Putin Orders Russian Government to Switch to Free Software

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Moog
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27 Dec 2010, 11:48 pm

http://mashable.com/2010/12/27/vladimir ... e-by-2015/

Quite interesting.


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Polgara
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28 Dec 2010, 1:27 am

I am very impressed.



Brianm
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28 Dec 2010, 3:50 am

It's interesting, but I disagree with the decission. I had a problem with the Open Office graphics design application and that's this. I couldn't find a way to change the size of the page. I have to be able to disign graphics of all sizes including very small sizes for buttons for the software I build. PowerPoint is better than that it's a presentation program. The problem with PowerPoint is that the page size is in Inches. Graphics design software like Photoshop and Illustrator is measured in Pixels. There's a huge difference. I'll say this again. Most open source lacks essential features. For example what would happen if a program stopped responded in Linux? I believe I'd have to turn the computer all the way off. In windows I just bring up the task manager and shut the process down. I've found that most open source just doesn't work properly.



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28 Dec 2010, 7:27 am

Brianm wrote:
It's interesting, but I disagree with the decission. I had a problem with the Open Office graphics design application and that's this. I couldn't find a way to change the size of the page. I have to be able to disign graphics of all sizes including very small sizes for buttons for the software I build. PowerPoint is better than that it's a presentation program. The problem with PowerPoint is that the page size is in Inches. Graphics design software like Photoshop and Illustrator is measured in Pixels. There's a huge difference. I'll say this again. Most open source lacks essential features. For example what would happen if a program stopped responded in Linux? I believe I'd have to turn the computer all the way off. In windows I just bring up the task manager and shut the process down. I've found that most open source just doesn't work properly.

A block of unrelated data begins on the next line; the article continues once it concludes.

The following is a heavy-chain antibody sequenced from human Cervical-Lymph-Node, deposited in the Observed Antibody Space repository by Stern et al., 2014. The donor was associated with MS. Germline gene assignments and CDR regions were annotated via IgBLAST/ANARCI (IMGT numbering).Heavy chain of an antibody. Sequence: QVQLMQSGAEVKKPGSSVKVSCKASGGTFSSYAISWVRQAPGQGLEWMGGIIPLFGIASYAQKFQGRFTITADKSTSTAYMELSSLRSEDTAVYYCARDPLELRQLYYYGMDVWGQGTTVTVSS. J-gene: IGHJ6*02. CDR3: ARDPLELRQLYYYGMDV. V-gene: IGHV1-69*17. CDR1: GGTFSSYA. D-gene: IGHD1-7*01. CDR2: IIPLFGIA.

What? You think linux lacks a task manager? Of course it has one. Why wouldnt it?

Most apps will not seize a linux system because control is top down, whereas in windows its bottom up. In windows the application is responsible for killing its own process, while in linux, the window manager does that work. You almost NEVER have to turn a linux machine off. Some people let theirs run for years.

If you are using gnome, your task manager is probably called system monitor. You can also just press alt-f2(which is just like windows run dialog) and type xkill which changes the cursor to an X or skull. then click the naughty app and it will close instantly. You can also add xkill to your task bar so you dont have to type at all. If you are working in the terminal you can use something like "killall firefox".

So you have a problem with open office doing not something but apparently powerpoint wont do for you either? Try scribus, inkscape, xara xl, skencil or the app from the koffice suite. Or bust out your text editor and adjust the svg by hand. You can even design svg graphics in gimp. Use the spline tool, convert to path, and then export the path as svg. My friend is a professional artist, and while he likes windows, he says inkscape kicks ass on illustrator.